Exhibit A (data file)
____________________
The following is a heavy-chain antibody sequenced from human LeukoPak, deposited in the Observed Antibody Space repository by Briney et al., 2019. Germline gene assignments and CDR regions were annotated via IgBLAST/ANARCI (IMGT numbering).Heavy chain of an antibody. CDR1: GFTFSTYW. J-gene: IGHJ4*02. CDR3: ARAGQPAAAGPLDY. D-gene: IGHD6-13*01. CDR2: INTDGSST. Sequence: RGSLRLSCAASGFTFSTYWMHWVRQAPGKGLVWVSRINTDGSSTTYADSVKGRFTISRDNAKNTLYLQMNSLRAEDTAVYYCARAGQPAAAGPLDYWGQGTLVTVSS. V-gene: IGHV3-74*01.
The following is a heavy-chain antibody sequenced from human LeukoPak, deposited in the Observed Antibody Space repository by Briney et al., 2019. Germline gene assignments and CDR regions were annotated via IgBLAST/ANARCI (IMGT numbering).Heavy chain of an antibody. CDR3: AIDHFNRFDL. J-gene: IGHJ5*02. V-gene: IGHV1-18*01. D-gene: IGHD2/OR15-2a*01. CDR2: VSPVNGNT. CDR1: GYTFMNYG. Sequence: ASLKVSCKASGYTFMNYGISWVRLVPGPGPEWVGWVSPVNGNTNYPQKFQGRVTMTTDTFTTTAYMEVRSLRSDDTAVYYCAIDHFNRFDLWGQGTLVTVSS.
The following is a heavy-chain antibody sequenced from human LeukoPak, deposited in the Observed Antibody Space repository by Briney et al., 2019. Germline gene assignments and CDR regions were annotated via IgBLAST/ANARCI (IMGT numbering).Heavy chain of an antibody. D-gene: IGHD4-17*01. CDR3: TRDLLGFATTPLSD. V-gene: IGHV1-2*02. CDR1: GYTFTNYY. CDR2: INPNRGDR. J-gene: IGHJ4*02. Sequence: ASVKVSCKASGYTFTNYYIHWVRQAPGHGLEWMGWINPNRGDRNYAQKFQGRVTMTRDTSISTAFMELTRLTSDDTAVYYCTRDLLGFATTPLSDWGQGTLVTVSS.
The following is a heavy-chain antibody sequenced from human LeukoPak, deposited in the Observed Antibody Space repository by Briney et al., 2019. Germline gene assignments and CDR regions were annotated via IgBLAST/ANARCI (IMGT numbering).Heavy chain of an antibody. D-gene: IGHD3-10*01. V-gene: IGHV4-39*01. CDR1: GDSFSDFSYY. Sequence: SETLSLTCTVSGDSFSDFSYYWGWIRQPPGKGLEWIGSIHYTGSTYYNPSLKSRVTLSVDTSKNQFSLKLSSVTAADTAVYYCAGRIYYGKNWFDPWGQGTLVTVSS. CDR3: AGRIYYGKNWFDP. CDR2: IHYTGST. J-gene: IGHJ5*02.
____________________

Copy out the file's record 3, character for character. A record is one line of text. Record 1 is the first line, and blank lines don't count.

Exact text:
The following is a heavy-chain antibody sequenced from human LeukoPak, deposited in the Observed Antibody Space repository by Briney et al., 2019. Germline gene assignments and CDR regions were annotated via IgBLAST/ANARCI (IMGT numbering).Heavy chain of an antibody. D-gene: IGHD4-17*01. CDR3: TRDLLGFATTPLSD. V-gene: IGHV1-2*02. CDR1: GYTFTNYY. CDR2: INPNRGDR. J-gene: IGHJ4*02. Sequence: ASVKVSCKASGYTFTNYYIHWVRQAPGHGLEWMGWINPNRGDRNYAQKFQGRVTMTRDTSISTAFMELTRLTSDDTAVYYCTRDLLGFATTPLSDWGQGTLVTVSS.